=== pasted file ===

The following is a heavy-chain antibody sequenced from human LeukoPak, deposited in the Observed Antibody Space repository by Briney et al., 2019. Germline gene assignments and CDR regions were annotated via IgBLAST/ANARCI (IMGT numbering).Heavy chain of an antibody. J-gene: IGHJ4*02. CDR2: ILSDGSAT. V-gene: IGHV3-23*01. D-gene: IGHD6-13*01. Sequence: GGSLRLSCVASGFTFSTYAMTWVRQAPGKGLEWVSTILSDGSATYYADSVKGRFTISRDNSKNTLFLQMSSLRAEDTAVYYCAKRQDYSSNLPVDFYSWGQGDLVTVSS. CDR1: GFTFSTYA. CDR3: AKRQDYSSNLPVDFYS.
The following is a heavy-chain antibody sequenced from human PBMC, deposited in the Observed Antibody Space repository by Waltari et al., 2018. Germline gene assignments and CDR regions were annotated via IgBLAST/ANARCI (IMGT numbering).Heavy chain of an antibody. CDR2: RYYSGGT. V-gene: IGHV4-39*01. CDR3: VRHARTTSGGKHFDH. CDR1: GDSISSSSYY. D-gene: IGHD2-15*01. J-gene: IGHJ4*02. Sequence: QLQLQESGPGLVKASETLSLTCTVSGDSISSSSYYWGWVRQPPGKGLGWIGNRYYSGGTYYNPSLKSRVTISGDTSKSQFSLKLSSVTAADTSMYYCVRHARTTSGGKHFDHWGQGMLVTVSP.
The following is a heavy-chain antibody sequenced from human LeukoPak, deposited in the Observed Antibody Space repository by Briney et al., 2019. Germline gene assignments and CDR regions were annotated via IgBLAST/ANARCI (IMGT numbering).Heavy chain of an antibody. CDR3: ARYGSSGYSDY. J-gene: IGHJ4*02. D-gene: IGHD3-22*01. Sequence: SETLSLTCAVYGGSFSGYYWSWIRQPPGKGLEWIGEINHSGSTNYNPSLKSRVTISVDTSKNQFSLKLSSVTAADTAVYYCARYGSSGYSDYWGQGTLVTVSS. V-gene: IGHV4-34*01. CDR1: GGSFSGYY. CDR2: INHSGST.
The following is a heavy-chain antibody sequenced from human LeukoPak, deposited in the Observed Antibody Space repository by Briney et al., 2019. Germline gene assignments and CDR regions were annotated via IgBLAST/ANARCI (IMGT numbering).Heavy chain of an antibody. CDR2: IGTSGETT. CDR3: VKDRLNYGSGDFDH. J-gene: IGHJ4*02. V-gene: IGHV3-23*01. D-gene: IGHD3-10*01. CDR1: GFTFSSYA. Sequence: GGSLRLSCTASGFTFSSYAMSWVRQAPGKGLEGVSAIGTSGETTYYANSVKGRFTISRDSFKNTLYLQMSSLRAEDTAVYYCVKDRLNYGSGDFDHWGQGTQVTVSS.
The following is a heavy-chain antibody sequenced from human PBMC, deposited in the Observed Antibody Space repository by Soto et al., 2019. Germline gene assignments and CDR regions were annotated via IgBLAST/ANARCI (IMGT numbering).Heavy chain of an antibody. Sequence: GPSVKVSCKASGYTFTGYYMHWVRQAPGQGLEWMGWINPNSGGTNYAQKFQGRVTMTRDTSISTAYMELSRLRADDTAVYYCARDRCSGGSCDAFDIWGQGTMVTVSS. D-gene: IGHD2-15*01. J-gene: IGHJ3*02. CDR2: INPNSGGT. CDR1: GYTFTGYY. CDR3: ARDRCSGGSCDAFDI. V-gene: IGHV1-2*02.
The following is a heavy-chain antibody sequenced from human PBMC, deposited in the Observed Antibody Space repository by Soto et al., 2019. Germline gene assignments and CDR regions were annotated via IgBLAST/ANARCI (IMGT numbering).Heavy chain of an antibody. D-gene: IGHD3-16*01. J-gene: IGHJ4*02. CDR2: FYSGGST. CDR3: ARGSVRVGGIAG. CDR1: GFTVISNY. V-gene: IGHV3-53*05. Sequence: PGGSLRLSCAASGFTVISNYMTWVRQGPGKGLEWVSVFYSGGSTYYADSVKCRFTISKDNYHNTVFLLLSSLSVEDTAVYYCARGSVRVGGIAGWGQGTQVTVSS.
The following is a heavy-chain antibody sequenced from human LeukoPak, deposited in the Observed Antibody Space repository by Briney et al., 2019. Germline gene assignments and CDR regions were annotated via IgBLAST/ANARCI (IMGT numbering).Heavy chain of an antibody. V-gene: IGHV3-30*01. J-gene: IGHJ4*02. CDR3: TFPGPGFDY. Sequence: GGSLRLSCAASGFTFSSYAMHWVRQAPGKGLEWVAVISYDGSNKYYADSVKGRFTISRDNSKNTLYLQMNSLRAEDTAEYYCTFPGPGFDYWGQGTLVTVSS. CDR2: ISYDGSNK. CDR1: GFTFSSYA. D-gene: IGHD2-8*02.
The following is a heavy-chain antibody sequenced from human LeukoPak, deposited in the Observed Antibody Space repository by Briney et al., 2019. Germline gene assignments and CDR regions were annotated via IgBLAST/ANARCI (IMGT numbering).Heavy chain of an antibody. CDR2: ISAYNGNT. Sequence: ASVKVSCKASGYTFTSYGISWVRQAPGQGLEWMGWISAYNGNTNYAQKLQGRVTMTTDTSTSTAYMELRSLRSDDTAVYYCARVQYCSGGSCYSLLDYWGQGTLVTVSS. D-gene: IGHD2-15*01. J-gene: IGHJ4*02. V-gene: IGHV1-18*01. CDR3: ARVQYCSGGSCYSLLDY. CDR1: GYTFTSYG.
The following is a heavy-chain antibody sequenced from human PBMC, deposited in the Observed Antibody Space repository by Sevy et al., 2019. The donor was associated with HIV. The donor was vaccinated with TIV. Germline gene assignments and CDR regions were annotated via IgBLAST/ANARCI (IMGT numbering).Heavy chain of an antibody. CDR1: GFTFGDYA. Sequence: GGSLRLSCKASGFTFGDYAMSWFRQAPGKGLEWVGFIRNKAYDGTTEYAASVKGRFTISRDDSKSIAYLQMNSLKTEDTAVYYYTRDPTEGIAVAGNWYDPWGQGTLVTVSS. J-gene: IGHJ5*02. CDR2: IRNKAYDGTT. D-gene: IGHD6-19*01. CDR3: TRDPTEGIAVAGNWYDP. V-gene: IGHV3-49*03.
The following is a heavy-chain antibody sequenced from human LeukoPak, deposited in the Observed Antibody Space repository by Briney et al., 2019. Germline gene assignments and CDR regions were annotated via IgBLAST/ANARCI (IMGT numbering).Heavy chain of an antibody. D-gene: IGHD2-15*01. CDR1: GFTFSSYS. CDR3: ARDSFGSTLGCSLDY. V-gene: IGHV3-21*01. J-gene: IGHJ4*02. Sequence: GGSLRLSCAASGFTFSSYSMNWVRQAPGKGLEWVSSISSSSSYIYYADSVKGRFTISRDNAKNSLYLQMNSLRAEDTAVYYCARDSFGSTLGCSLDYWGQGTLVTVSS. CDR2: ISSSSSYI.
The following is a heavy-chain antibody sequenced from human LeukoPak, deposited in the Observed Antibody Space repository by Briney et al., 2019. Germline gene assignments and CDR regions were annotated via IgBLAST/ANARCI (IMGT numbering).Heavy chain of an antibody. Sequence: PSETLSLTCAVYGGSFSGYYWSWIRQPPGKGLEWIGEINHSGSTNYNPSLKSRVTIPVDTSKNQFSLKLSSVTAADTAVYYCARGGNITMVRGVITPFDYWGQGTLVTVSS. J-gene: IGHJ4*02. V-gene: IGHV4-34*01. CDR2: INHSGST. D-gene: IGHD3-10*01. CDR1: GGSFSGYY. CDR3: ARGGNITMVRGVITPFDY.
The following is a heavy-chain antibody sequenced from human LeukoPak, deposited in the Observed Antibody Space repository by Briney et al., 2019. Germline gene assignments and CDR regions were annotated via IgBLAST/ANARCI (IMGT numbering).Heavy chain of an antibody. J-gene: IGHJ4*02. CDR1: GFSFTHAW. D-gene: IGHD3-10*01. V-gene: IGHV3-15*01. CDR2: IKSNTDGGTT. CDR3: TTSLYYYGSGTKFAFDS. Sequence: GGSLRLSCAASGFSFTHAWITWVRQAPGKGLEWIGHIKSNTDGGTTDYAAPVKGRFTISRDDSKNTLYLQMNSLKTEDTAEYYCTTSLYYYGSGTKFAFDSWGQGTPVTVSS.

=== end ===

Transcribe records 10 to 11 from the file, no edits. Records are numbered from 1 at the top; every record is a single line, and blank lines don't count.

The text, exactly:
The following is a heavy-chain antibody sequenced from human LeukoPak, deposited in the Observed Antibody Space repository by Briney et al., 2019. Germline gene assignments and CDR regions were annotated via IgBLAST/ANARCI (IMGT numbering).Heavy chain of an antibody. D-gene: IGHD2-15*01. CDR1: GFTFSSYS. CDR3: ARDSFGSTLGCSLDY. V-gene: IGHV3-21*01. J-gene: IGHJ4*02. Sequence: GGSLRLSCAASGFTFSSYSMNWVRQAPGKGLEWVSSISSSSSYIYYADSVKGRFTISRDNAKNSLYLQMNSLRAEDTAVYYCARDSFGSTLGCSLDYWGQGTLVTVSS. CDR2: ISSSSSYI.
The following is a heavy-chain antibody sequenced from human LeukoPak, deposited in the Observed Antibody Space repository by Briney et al., 2019. Germline gene assignments and CDR regions were annotated via IgBLAST/ANARCI (IMGT numbering).Heavy chain of an antibody. Sequence: PSETLSLTCAVYGGSFSGYYWSWIRQPPGKGLEWIGEINHSGSTNYNPSLKSRVTIPVDTSKNQFSLKLSSVTAADTAVYYCARGGNITMVRGVITPFDYWGQGTLVTVSS. J-gene: IGHJ4*02. V-gene: IGHV4-34*01. CDR2: INHSGST. D-gene: IGHD3-10*01. CDR1: GGSFSGYY. CDR3: ARGGNITMVRGVITPFDY.